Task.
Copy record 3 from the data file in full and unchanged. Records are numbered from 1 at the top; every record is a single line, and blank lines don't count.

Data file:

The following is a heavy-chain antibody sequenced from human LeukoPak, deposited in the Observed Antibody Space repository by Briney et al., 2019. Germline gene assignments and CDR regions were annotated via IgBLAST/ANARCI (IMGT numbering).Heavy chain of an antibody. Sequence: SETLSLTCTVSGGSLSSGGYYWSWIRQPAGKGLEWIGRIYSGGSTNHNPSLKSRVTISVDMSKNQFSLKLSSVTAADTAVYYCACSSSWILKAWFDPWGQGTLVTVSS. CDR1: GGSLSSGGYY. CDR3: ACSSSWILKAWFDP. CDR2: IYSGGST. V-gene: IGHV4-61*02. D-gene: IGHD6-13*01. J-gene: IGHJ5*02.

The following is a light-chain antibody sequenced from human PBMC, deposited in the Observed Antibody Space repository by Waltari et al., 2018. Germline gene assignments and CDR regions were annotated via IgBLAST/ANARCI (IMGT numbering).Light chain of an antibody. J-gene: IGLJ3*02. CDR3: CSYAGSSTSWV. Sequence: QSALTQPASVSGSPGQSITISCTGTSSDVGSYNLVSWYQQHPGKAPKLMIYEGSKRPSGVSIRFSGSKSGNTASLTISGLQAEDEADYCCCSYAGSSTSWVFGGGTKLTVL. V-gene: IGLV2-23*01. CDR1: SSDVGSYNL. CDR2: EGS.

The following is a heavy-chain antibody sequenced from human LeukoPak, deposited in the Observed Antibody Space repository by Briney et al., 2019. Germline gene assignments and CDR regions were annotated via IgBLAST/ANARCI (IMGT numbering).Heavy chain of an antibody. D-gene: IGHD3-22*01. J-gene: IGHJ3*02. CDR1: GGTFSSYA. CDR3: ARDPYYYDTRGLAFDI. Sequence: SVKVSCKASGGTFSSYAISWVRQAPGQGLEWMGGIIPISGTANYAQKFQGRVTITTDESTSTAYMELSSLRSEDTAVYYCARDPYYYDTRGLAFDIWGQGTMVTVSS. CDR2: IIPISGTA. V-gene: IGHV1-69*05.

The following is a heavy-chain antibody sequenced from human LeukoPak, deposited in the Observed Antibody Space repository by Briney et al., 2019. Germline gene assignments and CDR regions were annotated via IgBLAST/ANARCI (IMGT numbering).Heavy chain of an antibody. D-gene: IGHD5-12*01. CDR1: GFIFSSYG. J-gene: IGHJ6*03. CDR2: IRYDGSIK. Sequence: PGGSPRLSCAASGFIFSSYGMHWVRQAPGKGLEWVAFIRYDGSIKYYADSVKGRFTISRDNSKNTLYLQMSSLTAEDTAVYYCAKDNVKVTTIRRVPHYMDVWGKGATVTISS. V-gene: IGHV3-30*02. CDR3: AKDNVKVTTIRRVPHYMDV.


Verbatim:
The following is a heavy-chain antibody sequenced from human LeukoPak, deposited in the Observed Antibody Space repository by Briney et al., 2019. Germline gene assignments and CDR regions were annotated via IgBLAST/ANARCI (IMGT numbering).Heavy chain of an antibody. D-gene: IGHD3-22*01. J-gene: IGHJ3*02. CDR1: GGTFSSYA. CDR3: ARDPYYYDTRGLAFDI. Sequence: SVKVSCKASGGTFSSYAISWVRQAPGQGLEWMGGIIPISGTANYAQKFQGRVTITTDESTSTAYMELSSLRSEDTAVYYCARDPYYYDTRGLAFDIWGQGTMVTVSS. CDR2: IIPISGTA. V-gene: IGHV1-69*05.